So, for instance, young people have been crucial leaders of this battle from the beginning, which makes a lot of sense. I’ll be dead before global warming gets to its absolute worst (though it’s already pretty bad — my home state of Vermont nearly washed away in Hurricane Irene). But if you’re 20 right now, with 60 or 70 years left on this earth, those chart lines of rising temperatures and rising sea levels will run over your life. It’s no wonder, then, that we’ve managed in a matter of weeks to get the fossil fuel divestment campaign up and running on more than 300 college campuses: there’s the same kind of deep moral and practical understanding that we last saw when young people faced the Vietnam-era draft — the stakes are that high.
But there are things that can be hard for young people — if you’re 22 right now, in our economy, an arrest record may not be the best thing for your resume. Past a certain age, however, what the hell are they going to do to you? So when we announced plans for mass civil disobedience to protest the Keystone pipeline in 2011, we asked older people in particular to step up. We didn’t ask the 1,253 arrestees (the most in any protest for 30 years) how old they were — that would be rude. But we did ask ‘who was president when you were born?’ And we were delighted when it turned out the biggest cohorts came from the Truman and FDR administrations. Elders were beginning to act like elders, and taking real pride in it.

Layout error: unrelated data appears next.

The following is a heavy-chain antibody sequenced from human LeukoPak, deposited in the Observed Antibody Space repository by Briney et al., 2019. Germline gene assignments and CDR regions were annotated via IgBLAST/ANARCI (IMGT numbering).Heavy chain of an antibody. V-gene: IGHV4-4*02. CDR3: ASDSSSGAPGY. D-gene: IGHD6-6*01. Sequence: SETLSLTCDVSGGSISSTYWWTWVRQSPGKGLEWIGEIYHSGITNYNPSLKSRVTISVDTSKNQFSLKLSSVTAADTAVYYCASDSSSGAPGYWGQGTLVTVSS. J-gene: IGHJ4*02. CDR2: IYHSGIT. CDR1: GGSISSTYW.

The most profound leadership in the climate fight, of course, has come from the people most affected, here and around the world. “Frontline communities” feeling the brunt of climate change are doing the brunt of the work. And as global warming pushes those frontlines into ever more places, the fight will grow ever larger.
Bill McKibben is the author of a dozen books about the environment, beginning with The End of Nature in 1989, regarded as the first book for a general audience on climate change. He is a founder of the grassroots climate campaign 350.org.